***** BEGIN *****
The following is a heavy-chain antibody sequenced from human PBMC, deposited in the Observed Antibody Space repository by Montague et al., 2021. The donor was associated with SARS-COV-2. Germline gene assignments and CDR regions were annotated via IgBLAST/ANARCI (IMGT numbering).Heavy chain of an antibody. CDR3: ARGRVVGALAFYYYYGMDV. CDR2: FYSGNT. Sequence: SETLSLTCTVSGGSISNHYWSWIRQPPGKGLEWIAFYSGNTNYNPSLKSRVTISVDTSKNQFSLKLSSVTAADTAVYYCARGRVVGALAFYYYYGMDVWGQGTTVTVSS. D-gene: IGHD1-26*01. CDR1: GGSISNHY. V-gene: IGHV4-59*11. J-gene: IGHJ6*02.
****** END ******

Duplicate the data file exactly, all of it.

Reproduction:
The following is a heavy-chain antibody sequenced from human PBMC, deposited in the Observed Antibody Space repository by Montague et al., 2021. The donor was associated with SARS-COV-2. Germline gene assignments and CDR regions were annotated via IgBLAST/ANARCI (IMGT numbering).Heavy chain of an antibody. CDR3: ARGRVVGALAFYYYYGMDV. CDR2: FYSGNT. Sequence: SETLSLTCTVSGGSISNHYWSWIRQPPGKGLEWIAFYSGNTNYNPSLKSRVTISVDTSKNQFSLKLSSVTAADTAVYYCARGRVVGALAFYYYYGMDVWGQGTTVTVSS. D-gene: IGHD1-26*01. CDR1: GGSISNHY. V-gene: IGHV4-59*11. J-gene: IGHJ6*02.